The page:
Learning, institutions, and economic performance
This article traces mental models as they affect individual cognition, collective learning, and ultimately societal change that affects economics.
- Individual learning
- Collective learning and change
- Collective learning and the emergence of institutions
- Economic performance
- Path dependence: Cognitive, institutional, and economic
Mental models, beliefs, and cognition
As individuals, we organize and store our knowledge and memories in mental models. We change our mental models as we learn. Over time, when a mental model is reconfirmed by experiences we consider it to be a belief, and a set of related beliefs becomes a belief system.
Shared mental models and collective learning
People within a community develop a common understanding of the world, and use the shared mental models to come up with collective solutions to problems. Knowledge is written down or recorded by other means, and thus transmitted to other regions and generations.
Shared mental models also exist within organizations: ‘As shared mental models evolve within organizations, collective learning takes place with respect to their goals’ (Mantzavinos et al., 2004, p. 77).
Institutions (laws and norms) are ‘shared mental models or shared solutions to recurrent problems of social interaction’ (Mantzavinos et al., 2004, p. 77).
- As people follow informal institutions (norms), this creates a social order. In small groups, the relationships and social order may be all that is needed to enforce the rules of the game.
- As a community grows larger, a state develops to enforce the rules of the game. This is important because there are not personal relationships among all members, and also because members may hold different beliefs (since individual beliefs are shaped and confirmed by societal feedback, which has more variation when the society is larger).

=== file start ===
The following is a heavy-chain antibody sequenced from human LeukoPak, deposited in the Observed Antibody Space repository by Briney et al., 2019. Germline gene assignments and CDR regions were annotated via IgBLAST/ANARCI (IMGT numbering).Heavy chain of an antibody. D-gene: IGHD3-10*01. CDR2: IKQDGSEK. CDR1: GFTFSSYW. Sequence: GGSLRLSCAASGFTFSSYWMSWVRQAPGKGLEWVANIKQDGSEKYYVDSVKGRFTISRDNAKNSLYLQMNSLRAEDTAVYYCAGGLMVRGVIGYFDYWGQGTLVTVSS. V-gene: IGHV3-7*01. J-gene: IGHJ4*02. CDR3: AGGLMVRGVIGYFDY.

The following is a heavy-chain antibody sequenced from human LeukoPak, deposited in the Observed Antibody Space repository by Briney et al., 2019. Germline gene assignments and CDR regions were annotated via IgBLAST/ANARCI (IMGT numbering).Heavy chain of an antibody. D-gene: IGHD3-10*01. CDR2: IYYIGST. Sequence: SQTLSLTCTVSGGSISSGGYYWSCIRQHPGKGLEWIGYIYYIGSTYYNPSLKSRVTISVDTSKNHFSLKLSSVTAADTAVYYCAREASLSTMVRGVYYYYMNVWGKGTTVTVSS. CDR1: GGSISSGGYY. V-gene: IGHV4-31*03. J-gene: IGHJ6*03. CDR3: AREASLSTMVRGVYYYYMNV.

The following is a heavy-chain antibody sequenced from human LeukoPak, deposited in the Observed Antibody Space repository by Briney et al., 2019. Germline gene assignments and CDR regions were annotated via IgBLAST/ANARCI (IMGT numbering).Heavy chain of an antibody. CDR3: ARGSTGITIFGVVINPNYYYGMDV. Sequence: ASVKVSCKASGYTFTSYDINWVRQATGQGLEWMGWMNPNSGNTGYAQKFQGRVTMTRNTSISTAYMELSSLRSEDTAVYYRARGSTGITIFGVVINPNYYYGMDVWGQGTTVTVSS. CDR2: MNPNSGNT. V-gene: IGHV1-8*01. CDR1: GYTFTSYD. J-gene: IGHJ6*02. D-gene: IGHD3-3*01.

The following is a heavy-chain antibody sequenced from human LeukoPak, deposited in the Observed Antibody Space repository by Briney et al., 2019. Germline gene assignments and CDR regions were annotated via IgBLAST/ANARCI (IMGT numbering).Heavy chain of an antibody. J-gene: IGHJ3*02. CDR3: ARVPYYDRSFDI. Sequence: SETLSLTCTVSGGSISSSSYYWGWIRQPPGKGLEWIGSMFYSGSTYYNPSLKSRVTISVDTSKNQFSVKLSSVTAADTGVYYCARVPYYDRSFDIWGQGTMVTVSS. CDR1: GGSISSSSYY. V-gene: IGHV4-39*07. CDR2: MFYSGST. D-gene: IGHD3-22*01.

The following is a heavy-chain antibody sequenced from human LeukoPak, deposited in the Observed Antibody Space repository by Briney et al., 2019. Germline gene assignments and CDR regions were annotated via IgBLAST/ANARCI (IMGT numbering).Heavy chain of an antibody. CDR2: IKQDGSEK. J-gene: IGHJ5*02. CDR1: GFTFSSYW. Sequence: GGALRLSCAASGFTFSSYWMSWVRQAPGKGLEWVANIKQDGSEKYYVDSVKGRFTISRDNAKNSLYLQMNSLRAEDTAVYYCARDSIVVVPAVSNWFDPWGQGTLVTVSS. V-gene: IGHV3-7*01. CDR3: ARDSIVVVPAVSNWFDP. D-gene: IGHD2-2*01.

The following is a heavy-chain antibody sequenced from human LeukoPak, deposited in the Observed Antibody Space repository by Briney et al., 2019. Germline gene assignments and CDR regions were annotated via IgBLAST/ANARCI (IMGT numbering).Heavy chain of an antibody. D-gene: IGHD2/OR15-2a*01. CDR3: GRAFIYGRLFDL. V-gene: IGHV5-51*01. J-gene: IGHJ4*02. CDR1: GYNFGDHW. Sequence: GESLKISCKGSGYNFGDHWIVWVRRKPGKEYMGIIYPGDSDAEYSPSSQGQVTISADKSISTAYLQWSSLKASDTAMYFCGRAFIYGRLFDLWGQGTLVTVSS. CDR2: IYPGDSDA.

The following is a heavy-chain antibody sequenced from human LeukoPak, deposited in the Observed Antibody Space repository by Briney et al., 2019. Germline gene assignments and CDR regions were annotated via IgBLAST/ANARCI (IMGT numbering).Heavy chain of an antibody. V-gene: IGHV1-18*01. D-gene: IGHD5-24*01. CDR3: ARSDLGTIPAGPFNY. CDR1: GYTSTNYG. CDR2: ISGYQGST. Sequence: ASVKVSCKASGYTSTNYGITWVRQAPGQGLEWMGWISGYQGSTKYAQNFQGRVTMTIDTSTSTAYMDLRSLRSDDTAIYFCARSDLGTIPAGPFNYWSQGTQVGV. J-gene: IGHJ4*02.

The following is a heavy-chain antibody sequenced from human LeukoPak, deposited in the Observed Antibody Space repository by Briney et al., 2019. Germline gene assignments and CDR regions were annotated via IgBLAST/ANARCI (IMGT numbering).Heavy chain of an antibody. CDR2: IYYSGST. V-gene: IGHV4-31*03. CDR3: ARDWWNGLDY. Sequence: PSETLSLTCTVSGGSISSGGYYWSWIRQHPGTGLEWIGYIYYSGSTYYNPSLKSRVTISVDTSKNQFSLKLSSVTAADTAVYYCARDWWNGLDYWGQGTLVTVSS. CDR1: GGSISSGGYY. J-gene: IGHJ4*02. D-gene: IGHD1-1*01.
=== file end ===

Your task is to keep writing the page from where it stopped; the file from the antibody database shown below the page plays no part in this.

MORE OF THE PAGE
- As individuals within the state try to address the issue of free riders, they come to the conclusion that it is more efficient to have agencies do the rule enforcement than to have each person individually try to protect against them. Agencies lower the transaction costs.
Shared mental models, societal change, and cognitive path dependence
Change happens like this: We start with reality as understood by the human mind, which shapes beliefs. From beliefs come institutions, which create policies. Those policies produce outcomes, which change reality. Our minds then interpret this new reality based on the mental models that already exist.
If the mental models remain basically unchanged for a period of time, then they become belief systems. Belief systems are more rigid and resistant to change, and so they provide cognitive path dependence.
Cognitive path dependence affects institutions in that they follow the same mental models. ‘This institutional path dependence may structure the economic game in a standardized way through time and lead societies to play a game that results in undesirable consequences’ (Mantzavinos et al., 2004, p. 81).